and see, http://www.slate.com/id/2186552/

The Slate article refers to a Florida case. That case ended with several defendants pleading guilty to some financial charges. http://www.floridacriminallawblog.com/2008/06/ray_guhn_prosecution_in_pensac.html

Ray Guhn got four years: [noparse]http://www.avn.com/internet/articles/31712.html[/noparse] (NSFW advertising on page)

Legal brothels are second only to legal casinos as good business fronts for money laundering operations. (They handle tons of cash, and provide almost pure services rather than material goods.) Nevada’s law enforcement spends a lot of time and effort keeping organized crime out of their state, and their success at it is arguable. In jurisidictions where they’re illegal, the profits from these industries are money that needs to be laundered, rather than legal piles of cash that dirty money can be easily hidden in.

I’m pretty sure that taxicab companies are third–but it’s pretty hard to run a major city without allowing taxis, so you’ve just got to keep an eye on them.

It’s interesting to hear about these (sometimes strange) legal rulings, but I can’t help suspecting that the real dichotomy comes down to practicalities.

Porn, despite its popularity, remains fairly hidden away. You don’t often see a porno being filmed on your street corner, and people don’t normally show off their porn collections.
Therefore, there’s less public resistance, and since it makes plenty of tax, it’s legal.

Prositution…would clearly make a lot of tax too. But it’s too public. People just don’t like the idea of a brothel in their community. Especially since, while prostitution is illegal in most places, any state that legalises is likely to get an influx of visitors that many would see as undesirable.

And pornography is “speech” because… it’s on film? Or meant for public consumption?
If that is so, then the answer is skirting around the real issue, because otherwise a prostitute could film her encounters and sell the DVDs, and then it would become legal. The legal issue, as you said, is related to this statement of yours: “the First Amendment doesn’t insulate otherwise illegal conduct simply because it is part of a performance—you couldn’t literally get away with murder just by filming it.” The real reason is because a California court decided that me paying someone to have sex with me is a crime, but me paying two other people to have sex is not.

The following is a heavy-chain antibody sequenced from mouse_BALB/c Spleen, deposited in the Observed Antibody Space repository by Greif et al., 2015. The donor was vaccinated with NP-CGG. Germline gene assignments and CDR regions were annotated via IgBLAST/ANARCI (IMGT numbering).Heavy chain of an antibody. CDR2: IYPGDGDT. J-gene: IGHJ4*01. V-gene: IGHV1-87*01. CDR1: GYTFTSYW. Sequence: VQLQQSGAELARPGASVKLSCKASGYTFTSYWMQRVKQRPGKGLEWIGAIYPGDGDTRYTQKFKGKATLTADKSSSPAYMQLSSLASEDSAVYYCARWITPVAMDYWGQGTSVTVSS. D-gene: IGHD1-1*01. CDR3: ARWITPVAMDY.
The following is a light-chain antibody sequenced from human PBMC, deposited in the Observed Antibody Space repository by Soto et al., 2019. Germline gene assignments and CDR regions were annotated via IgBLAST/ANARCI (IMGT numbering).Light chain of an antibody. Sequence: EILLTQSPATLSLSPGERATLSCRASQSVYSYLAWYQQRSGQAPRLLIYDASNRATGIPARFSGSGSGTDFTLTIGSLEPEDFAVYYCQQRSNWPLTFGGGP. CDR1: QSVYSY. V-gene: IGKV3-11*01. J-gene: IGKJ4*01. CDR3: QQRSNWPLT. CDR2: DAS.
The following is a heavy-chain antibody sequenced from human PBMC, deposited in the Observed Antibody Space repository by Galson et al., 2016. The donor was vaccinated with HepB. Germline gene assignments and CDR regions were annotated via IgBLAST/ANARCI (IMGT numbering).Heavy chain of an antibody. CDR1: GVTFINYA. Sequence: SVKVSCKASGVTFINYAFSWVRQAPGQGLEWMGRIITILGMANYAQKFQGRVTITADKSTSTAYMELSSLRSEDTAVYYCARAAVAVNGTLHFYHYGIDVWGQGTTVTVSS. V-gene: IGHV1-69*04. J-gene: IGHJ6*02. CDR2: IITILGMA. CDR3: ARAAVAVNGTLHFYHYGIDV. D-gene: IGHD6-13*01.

That’s how I understand it anyway.

That’s it. The *Freeman * Court strictly construed the terms of the pandering statute in order to avoid a constitutional issue. It did not hold that paid sex is constitutionally protected just because you film it. At all.

That seems quite skirtable too. The prostitute (now pornstar) could set up a company which pays the prostitute salary as well as a token amount to the buyer who would be cast as the second actor. Then have the buyer pay a higher amount than the token salary for the tape/photos/whatever. That money would go to the company and subsequently be the prostitutes salary. :slight_smile:

I’m not sure that works as a business model. First the customer has to pay significantly more, then he has to get it up and perform in front of a camera The usual business model, where the prostitute is an “escort” and sex is an extra not included in the price of the “escort service”, is much better.

So if I had a bachelor party in California for a buddy I could pay a prostitute to have sex with him and it would be legal? Or would I have to pay my buddy also?